Fly-River Turtle
Fly-River Turtle

Location at the Zoo

Fly River turtle (pig-nosed turtle)

Carettochelys insculpta

Fly River turtles or pig-nose turtles are aptly named because the olive grey head ends in a blunt snout with two wrinkly nostrils. There is a white stripe behind the eyes which fades with age. The chin has a black spot on it and the jaw is a cream colour as is the underside of the neck and the plastron. The pale to olive grey, well developed, bony, keeled carapace has no scutes but is covered by a leathery, pitted skin. Along the sides of the carapace are pale blotches which become less distinct with age. The fore limbs are flippers; the hind are webbed paddles; each limb has two claws. The top of the tail is covered with crescent shaped scales which diminish in size towards the tip; the male tail is longer and heavier with the cloaca midway along, whereas the female cloaca is at the base of the tail. The females tend to be larger with a more prominent keel.

Weight: up to 30 kgs

Conservation Status: IUCN


They are found in the Fly, Moreheed, Lorenz and Strickland Rivers and Lake Jamur in Papua New Guinea, Irian Jaya province of Indonesia as well as on the Alligator, Daly and Victoria Rivers of northern Australia.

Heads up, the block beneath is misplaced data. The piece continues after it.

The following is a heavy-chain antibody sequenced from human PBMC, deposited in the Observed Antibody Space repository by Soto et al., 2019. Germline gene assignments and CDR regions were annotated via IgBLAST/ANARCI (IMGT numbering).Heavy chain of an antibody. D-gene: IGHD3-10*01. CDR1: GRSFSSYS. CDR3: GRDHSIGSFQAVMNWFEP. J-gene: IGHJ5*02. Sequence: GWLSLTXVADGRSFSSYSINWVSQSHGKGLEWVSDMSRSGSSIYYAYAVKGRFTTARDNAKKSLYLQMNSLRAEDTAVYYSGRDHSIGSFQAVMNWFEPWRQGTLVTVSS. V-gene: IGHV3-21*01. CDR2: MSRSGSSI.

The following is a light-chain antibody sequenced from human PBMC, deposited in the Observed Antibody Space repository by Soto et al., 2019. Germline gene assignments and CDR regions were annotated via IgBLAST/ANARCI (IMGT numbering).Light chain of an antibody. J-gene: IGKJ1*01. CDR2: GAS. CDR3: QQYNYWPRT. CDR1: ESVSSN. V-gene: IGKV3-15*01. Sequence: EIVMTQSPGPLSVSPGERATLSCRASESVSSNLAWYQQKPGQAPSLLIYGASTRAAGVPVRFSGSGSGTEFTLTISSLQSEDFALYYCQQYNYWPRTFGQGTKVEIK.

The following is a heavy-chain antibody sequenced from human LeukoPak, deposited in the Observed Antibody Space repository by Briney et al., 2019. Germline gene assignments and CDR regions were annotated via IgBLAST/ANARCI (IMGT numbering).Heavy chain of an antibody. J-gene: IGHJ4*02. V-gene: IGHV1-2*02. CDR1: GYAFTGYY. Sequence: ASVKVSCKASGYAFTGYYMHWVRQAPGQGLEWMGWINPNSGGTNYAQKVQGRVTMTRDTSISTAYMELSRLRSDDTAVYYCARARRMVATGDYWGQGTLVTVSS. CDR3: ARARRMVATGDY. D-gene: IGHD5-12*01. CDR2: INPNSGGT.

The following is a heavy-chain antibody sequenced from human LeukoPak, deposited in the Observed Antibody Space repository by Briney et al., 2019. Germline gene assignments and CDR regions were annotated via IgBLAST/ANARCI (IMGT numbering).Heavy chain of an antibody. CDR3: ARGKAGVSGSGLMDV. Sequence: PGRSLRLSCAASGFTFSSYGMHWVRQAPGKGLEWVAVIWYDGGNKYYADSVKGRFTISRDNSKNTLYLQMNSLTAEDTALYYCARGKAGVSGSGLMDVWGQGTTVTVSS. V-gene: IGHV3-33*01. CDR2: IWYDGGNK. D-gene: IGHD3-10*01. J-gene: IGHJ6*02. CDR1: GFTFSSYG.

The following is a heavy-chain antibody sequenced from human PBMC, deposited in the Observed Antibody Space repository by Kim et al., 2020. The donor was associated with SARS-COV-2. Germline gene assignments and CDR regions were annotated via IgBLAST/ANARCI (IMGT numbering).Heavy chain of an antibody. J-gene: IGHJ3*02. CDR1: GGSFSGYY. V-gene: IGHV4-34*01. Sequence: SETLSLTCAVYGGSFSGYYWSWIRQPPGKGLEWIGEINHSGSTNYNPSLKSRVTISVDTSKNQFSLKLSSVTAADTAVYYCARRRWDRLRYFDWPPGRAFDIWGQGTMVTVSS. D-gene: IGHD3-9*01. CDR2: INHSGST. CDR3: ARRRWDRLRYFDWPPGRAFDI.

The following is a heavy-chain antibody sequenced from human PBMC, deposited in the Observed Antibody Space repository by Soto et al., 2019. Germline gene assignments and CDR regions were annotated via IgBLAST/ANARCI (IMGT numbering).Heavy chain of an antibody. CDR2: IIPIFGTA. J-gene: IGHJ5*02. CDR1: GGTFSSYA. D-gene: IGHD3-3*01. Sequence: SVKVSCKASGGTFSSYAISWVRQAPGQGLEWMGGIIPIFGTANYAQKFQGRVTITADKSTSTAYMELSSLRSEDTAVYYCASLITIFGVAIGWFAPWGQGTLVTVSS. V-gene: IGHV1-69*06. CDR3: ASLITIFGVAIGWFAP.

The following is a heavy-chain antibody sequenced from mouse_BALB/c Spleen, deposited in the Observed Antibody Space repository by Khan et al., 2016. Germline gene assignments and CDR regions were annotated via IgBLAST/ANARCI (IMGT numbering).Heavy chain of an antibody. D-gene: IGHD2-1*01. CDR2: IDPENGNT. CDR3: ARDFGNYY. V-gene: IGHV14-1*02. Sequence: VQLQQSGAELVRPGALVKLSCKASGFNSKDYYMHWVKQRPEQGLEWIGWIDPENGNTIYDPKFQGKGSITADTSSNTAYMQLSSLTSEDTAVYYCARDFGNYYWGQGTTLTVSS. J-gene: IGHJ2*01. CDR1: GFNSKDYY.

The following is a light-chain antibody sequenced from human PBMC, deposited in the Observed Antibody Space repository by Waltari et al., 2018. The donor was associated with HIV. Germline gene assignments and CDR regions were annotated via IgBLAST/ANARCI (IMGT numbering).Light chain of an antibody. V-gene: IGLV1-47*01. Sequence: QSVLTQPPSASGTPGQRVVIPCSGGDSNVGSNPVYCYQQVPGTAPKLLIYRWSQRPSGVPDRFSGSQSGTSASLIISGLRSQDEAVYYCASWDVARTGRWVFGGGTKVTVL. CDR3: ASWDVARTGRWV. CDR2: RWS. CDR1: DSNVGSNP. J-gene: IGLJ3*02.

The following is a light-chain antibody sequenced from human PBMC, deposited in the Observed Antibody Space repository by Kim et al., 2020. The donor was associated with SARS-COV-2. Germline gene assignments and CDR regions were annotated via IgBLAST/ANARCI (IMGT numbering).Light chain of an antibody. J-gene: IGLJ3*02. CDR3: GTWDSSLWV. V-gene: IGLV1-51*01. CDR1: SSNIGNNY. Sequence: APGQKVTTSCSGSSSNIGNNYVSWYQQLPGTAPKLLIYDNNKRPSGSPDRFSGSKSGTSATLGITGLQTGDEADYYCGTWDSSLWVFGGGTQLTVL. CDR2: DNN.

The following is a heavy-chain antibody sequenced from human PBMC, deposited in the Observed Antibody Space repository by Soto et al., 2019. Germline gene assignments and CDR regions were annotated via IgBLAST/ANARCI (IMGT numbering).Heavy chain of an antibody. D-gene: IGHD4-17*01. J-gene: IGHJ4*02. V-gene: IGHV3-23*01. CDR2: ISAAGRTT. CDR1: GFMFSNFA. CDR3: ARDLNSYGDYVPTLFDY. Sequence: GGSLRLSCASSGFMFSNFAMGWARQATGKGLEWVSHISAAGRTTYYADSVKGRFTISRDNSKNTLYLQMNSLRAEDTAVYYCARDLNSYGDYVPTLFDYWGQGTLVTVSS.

Highly aquatic, they prefer freshwater rivers, and billabongs with a soft bottom and a depth of one to three metres with dense forests of broadleaf trees along the shores. They are also found in lagoons, estuaries and the open sea, even brackish water at times.


These turtles are opportunistic omnivores but are mainly herbivores. They eat mainly fruit such as figs and bush apples which fall from the shoreline trees. They also eat flowers, leaves and seeds too. They consume algae and submerged plants as well as insects, molluscs, crustaceans, fish, and mammals. For example, in Australia the remains of flying foxes have been found in their stomachs but it is unknown if the bats were alive when ingested or which drowned after falling into the water from their roosts.